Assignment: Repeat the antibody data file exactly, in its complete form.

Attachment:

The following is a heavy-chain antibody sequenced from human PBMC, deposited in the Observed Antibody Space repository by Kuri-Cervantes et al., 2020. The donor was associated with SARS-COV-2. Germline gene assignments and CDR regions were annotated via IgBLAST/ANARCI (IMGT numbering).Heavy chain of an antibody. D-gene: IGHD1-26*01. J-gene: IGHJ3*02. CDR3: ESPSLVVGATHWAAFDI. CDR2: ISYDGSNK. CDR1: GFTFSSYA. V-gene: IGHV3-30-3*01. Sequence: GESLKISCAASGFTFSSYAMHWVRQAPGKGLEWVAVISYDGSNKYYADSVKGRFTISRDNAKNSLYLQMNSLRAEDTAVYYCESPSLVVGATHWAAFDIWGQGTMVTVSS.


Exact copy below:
The following is a heavy-chain antibody sequenced from human PBMC, deposited in the Observed Antibody Space repository by Kuri-Cervantes et al., 2020. The donor was associated with SARS-COV-2. Germline gene assignments and CDR regions were annotated via IgBLAST/ANARCI (IMGT numbering).Heavy chain of an antibody. D-gene: IGHD1-26*01. J-gene: IGHJ3*02. CDR3: ESPSLVVGATHWAAFDI. CDR2: ISYDGSNK. CDR1: GFTFSSYA. V-gene: IGHV3-30-3*01. Sequence: GESLKISCAASGFTFSSYAMHWVRQAPGKGLEWVAVISYDGSNKYYADSVKGRFTISRDNAKNSLYLQMNSLRAEDTAVYYCESPSLVVGATHWAAFDIWGQGTMVTVSS.